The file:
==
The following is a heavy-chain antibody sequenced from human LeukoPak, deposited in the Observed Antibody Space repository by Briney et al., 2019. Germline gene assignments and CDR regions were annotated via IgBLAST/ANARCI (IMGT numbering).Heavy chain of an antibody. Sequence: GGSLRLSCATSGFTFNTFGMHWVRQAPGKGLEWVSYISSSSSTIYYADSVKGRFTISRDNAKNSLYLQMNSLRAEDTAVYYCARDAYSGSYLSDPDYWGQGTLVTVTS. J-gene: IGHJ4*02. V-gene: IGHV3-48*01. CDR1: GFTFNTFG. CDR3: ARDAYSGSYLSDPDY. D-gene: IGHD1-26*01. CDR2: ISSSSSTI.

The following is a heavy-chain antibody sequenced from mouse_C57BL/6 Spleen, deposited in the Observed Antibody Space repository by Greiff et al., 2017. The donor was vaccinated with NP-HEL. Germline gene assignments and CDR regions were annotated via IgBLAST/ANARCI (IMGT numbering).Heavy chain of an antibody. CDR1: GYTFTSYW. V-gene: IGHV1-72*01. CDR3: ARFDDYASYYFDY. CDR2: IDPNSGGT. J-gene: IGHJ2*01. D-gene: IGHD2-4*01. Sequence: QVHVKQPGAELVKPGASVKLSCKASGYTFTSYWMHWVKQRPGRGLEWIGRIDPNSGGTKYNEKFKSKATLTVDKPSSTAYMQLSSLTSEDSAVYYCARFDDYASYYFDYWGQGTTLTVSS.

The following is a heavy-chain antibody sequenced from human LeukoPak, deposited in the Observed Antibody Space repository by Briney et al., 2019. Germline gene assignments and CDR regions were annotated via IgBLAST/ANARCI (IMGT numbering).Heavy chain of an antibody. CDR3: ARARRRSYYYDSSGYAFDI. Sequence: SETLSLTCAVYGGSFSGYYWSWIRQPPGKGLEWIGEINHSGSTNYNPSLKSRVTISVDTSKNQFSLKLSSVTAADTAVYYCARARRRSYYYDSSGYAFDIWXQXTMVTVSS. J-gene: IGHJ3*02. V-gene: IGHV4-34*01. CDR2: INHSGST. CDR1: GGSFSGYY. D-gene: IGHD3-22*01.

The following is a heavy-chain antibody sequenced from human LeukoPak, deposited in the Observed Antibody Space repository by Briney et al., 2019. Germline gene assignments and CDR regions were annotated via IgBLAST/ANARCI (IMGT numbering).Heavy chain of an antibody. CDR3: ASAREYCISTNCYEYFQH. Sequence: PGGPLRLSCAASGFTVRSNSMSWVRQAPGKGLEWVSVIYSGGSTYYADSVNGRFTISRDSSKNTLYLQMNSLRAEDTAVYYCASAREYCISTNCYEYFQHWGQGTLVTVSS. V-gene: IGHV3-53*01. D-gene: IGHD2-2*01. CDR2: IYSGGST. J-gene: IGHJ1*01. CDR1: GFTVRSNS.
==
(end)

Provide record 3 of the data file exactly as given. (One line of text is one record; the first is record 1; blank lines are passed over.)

The following is a heavy-chain antibody sequenced from human LeukoPak, deposited in the Observed Antibody Space repository by Briney et al., 2019. Germline gene assignments and CDR regions were annotated via IgBLAST/ANARCI (IMGT numbering).Heavy chain of an antibody. CDR3: ARARRRSYYYDSSGYAFDI. Sequence: SETLSLTCAVYGGSFSGYYWSWIRQPPGKGLEWIGEINHSGSTNYNPSLKSRVTISVDTSKNQFSLKLSSVTAADTAVYYCARARRRSYYYDSSGYAFDIWXQXTMVTVSS. J-gene: IGHJ3*02. V-gene: IGHV4-34*01. CDR2: INHSGST. CDR1: GGSFSGYY. D-gene: IGHD3-22*01.